Astronomy lecture topic: Did universe come from nothing?
Lawrence Krauss, internationally known theoretical physicist and foundation professor in ASU's School of Earth and Space Exploration and the Department of Physics, will speak on “A Universe From Nothing” at 7 p.m., April 27, in Bateman Physical Sciences Center F-173 on the Tempe campus.
Krauss’s lecture will be followed by an Astronomy Open House from 8 to 10 p.m. on the roof Bateman Physical Sciences Center H-Wing.
Krauss, whose most recent book is also titled “A Universe From Nothing,” said he would describe “the revolutions that have taken place in our understanding of the Universe, and of space and time, that suggest that our Universe could have arisen naturally from nothing at all.”
Krauss’s research covers science from the beginning of the universe to the end of the universe. His research interests include the interface between elementary particle physics and cosmology, the nature of dark matter, general relativity and neutrino astrophysics. He has investigated questions ranging from the nature of exploding stars to issues of the origin of all mass in the universe.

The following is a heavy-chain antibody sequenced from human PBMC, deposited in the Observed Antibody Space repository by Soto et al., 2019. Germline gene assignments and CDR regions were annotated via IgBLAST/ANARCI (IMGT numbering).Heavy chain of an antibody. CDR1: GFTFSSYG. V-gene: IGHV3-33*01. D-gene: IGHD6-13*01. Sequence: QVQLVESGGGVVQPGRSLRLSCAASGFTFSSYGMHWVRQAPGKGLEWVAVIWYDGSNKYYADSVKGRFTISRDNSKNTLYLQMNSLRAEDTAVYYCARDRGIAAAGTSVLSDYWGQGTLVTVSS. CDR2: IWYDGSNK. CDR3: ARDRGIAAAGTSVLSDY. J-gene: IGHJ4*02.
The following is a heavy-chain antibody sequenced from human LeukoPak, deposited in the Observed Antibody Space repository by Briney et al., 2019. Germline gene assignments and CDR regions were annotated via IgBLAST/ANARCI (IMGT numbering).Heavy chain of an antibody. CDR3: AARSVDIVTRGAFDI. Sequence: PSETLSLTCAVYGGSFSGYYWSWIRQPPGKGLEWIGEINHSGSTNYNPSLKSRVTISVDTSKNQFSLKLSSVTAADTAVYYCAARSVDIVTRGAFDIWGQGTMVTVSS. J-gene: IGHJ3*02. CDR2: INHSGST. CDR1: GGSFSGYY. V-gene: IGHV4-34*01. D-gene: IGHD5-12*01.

He is the winner of the 2012 Public Service Award from the National Science Board. The NSB is the 25-member policymaking body for the National Science Foundation and advisory body to the President and Congress on science and engineering issues.
The open house will feature a meteorite dig and meteorite display, new high-resolution Moon images, a GEO Club rock display, a planetarium show and telescope viewings, which will include mars and the Orion Nebula.
To get to the open house, go to the main entrance to the Bateman H-wing. Free parking is available after 7 p.m. in the Tyler Street Parking Garage. From the parking garage go west along the University Drive sidewalk (toward campus) until you see signs leading you to the entrance.
Though both events are free, an R.S.V.P. is requested for the lecture at http://www.eventbrite.com/event/3293447791.